Wes and his wife Melissa have long-standing family ties in the Cody community, so it comes naturally to them to understand and embrace the local culture and know the first names of so many of Cody’s residents. But they also make it their job. They donate 2 percent of sales to local non-profits, participate in many community events, and engage in a lot of outreach. Cody is a small town, but everyone knows about Sunlight, and I doubt if many have a bad thing to say. And this matters not only for building a loyal base of local customers, but also for surviving the unexpected.
Last year, a bottle of bear spray exploded in the store, contaminating most of the inventory and leading to tens-of-thousands of dollars of cleanup. It was the kind of blow that ends most businesses the size of Sunlight. But Wes and Melissa have accumulated a lot of good will over the years and the community rallied behind them. When they reopened after months of cleanup and lost sales, they turned in some of their strongest weeks of sales in their history, locals turning out just to spend money and get them back on their feet.
4. Support new product innovation.
Innovative product is what makes specialty specialty. It’s the foundation of specialty outdoor. Seek it out. Learn it and share the story of it with your customers. Give it a chance—even the greatest ideas and most successful products of all times are never overnight successes. The bicycle, electricity, toilet paper, the cell phone (best or worst idea ever?) took years to catch on. But without unique and interesting product that continually excites the consumer and elevates the experience of being outdoors, you've got nothing to sell that Walmart or the internet doesn’t carry and offer cheaper and easier than you can.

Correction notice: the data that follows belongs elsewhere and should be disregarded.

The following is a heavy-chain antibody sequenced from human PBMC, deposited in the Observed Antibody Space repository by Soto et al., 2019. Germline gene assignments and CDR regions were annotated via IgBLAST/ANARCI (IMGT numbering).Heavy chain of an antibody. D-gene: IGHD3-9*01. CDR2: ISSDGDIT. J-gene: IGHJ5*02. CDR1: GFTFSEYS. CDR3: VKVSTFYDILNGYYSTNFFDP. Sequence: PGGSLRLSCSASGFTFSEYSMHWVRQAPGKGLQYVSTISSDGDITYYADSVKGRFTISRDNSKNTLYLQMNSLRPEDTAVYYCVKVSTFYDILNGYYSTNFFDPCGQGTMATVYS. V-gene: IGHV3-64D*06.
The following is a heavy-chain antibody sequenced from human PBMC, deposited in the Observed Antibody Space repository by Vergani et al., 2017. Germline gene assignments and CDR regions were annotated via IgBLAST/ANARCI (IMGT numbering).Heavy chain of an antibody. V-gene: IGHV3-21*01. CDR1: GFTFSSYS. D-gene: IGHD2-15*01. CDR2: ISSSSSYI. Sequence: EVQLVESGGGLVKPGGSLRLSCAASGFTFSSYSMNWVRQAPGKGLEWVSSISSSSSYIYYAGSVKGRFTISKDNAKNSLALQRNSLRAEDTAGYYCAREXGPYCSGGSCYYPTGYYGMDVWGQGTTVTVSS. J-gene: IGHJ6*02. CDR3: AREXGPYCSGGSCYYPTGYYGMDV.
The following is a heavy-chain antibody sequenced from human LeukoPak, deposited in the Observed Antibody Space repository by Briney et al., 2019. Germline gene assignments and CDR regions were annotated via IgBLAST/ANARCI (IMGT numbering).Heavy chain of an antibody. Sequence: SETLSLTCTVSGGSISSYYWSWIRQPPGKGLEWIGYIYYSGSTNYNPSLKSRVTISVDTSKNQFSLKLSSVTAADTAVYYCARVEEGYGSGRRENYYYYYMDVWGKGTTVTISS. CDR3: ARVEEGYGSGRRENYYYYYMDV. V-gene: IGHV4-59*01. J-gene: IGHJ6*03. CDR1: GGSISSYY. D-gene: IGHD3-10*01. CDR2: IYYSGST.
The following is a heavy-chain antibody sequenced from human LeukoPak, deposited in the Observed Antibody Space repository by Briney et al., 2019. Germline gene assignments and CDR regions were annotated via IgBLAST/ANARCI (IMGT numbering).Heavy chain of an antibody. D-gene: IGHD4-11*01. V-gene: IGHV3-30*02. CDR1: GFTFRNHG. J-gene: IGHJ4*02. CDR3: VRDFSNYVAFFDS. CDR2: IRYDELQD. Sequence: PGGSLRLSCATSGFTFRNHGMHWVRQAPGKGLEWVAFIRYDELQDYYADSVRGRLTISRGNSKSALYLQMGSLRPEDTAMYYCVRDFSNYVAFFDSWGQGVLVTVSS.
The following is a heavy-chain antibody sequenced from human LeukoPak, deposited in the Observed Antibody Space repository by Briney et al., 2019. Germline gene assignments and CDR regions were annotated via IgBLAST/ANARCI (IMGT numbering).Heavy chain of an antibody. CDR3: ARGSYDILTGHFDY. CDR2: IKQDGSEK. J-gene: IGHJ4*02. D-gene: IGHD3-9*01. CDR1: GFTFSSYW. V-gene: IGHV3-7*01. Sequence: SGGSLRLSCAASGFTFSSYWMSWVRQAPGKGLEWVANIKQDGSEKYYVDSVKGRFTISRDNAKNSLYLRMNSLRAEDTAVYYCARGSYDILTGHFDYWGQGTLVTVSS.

5. Scrutinize your operations.
Every effort in the store is time on the clock. And most of the activities in the store are cyclic, so wasted time compounds exponentially over the course of a day, a week and a year. Take tagging for example. If your staff takes an extra minute per item because of inefficiencies like walking back and forth between receiving and admin to cross-reference packing slips or print labels or find a box cutter or wrangle poly bags or whatever else it might be, and you receive say 100,000 items in a year, that’s 1,667 hours on the clock or $16,667 at $10/hr.
6. Sell people what they need.
Study hard to make sure you have the assortment that makes sense for your area. Wes’s rule is sell the customer only what they need. This point really has two sides to it: First, make sure you have the right product to bring customers in and close a sale, but also make sure they walk out of the store and into the backcountry with product they feel good about having bought and delivers on its promise. Otherwise they won’t come back.